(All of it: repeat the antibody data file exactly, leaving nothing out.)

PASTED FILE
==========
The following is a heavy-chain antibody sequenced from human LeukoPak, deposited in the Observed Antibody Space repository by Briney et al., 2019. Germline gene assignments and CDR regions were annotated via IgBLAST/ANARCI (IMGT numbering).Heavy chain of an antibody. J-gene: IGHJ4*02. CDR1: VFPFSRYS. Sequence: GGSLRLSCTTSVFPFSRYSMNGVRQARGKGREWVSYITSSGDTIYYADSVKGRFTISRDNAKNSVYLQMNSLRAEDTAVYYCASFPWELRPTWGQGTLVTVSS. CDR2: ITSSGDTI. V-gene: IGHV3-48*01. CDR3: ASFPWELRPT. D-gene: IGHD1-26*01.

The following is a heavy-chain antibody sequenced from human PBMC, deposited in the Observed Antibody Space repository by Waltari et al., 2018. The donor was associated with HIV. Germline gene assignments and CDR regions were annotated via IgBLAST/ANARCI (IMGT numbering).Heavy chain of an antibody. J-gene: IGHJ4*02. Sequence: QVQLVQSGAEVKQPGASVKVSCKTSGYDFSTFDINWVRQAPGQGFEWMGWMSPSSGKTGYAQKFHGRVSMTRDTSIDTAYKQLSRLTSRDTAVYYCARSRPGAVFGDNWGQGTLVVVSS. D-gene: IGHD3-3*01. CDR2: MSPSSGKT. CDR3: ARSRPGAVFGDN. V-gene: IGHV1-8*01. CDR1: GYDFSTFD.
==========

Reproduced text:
The following is a heavy-chain antibody sequenced from human LeukoPak, deposited in the Observed Antibody Space repository by Briney et al., 2019. Germline gene assignments and CDR regions were annotated via IgBLAST/ANARCI (IMGT numbering).Heavy chain of an antibody. J-gene: IGHJ4*02. CDR1: VFPFSRYS. Sequence: GGSLRLSCTTSVFPFSRYSMNGVRQARGKGREWVSYITSSGDTIYYADSVKGRFTISRDNAKNSVYLQMNSLRAEDTAVYYCASFPWELRPTWGQGTLVTVSS. CDR2: ITSSGDTI. V-gene: IGHV3-48*01. CDR3: ASFPWELRPT. D-gene: IGHD1-26*01.

The following is a heavy-chain antibody sequenced from human PBMC, deposited in the Observed Antibody Space repository by Waltari et al., 2018. The donor was associated with HIV. Germline gene assignments and CDR regions were annotated via IgBLAST/ANARCI (IMGT numbering).Heavy chain of an antibody. J-gene: IGHJ4*02. Sequence: QVQLVQSGAEVKQPGASVKVSCKTSGYDFSTFDINWVRQAPGQGFEWMGWMSPSSGKTGYAQKFHGRVSMTRDTSIDTAYKQLSRLTSRDTAVYYCARSRPGAVFGDNWGQGTLVVVSS. D-gene: IGHD3-3*01. CDR2: MSPSSGKT. CDR3: ARSRPGAVFGDN. V-gene: IGHV1-8*01. CDR1: GYDFSTFD.